Of course, there's something in this whole buying-spree-thesis that pundits don't talk about too often: the dividend. Iger needs to decide if the destiny of Disney's shares is to deliver capital appreciation or a generous yield. Obviously, one wants both, but on paper at least, a company has to decide what its focus will be, especially one that has been around as long as the House of Mouse has. Every time Iger buys something, he has essentially stated that the company's capital is better used in the name of portfolio-building than in the name of shareholder friendliness. In the last quarterly earnings report, which you can find here, you'll see that Disney brought in, over the last nine months, roughly $6 billion from operations, spent $3 billion on capital expenditures, and paid out $1 billion in dividend payments.
Disney could easily double its dividend from its current level, or it could even go further if it wanted to. Paying out another $4 billion in cash and stock, however, doesn't encourage me as far as the next increase in the annual dividend goes.
I would love to see Disney's past acquisitions monetized into a much higher dividend yield, a series of special dividends, or, at the very least, a return to a quarterly dividend schedule. To do this, I believe the company will have to sit back and simply work on the assets it currently has, or perhaps even shed some. If it were up to me, I would definitely unwind the trade Iger made with his video-game and online strategies and reallocate the capital to shareholder-friendly initiatives; as can be seen in the last quarterly announcement, the interactive operating segment posted losses for both the three-month and nine-month periods.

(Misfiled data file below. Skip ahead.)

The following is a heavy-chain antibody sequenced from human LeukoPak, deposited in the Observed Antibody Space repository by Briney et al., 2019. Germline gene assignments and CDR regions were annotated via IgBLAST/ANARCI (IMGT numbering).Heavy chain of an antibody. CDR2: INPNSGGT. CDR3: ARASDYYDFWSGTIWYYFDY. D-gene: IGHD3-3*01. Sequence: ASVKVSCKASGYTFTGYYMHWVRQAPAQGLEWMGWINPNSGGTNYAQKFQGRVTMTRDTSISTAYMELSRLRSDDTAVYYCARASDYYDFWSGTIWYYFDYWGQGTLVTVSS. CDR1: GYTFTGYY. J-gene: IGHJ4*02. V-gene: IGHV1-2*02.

Dividends are important because films oftentimes don't tend to move the needle on a stock's share price, at least if we're talking about big conglomerates. If a competitor like Time Warner (NYSE: TWX) releases a new Harry Potter movie and it does incredibly well, the stock might still sell off if other parts of the business aren't faring as well, or if the economy as a whole is tanking. Dividends are real, and Time Warner's shares currently yield 2.4%; Disney's stock yields 1.2% by comparison. To be fair, Disney has grown its dividend substantially in recent times, but I know the dividend could be even more attractive if the board wanted it to be.
I'll hope for the best with Lucasfilm, but I would encourage the next CEO (Iger is due to step down from his current position in 2015, although he will remain executive chairman for a little over a year after that) to avoid Iger's growth-through-acquisition strategy and to instead work with what has been given him or her so that profits can be grown organically. Hopefully this will fuel a renewed, laser-sharp focus on increasing dividend payments being added to the corporate genome. Iger makes a lot of money per year -- too much, in my opinion, for a man who simply looks to buy instead of build.
esxokm has positions in Disney and DreamWorks Animation.. The Motley Fool owns shares of Walt Disney and Time Warner. Motley Fool newsletter services recommend Walt Disney and Time Warner. Try any of our Foolish newsletter services free for 30 days. We Fools may not all hold the same opinions, but we all believe that considering a diverse range of insights makes us better investors. The Motley Fool has a disclosure policy.If you have questions about this post or the Fool’s blog network, click here for information.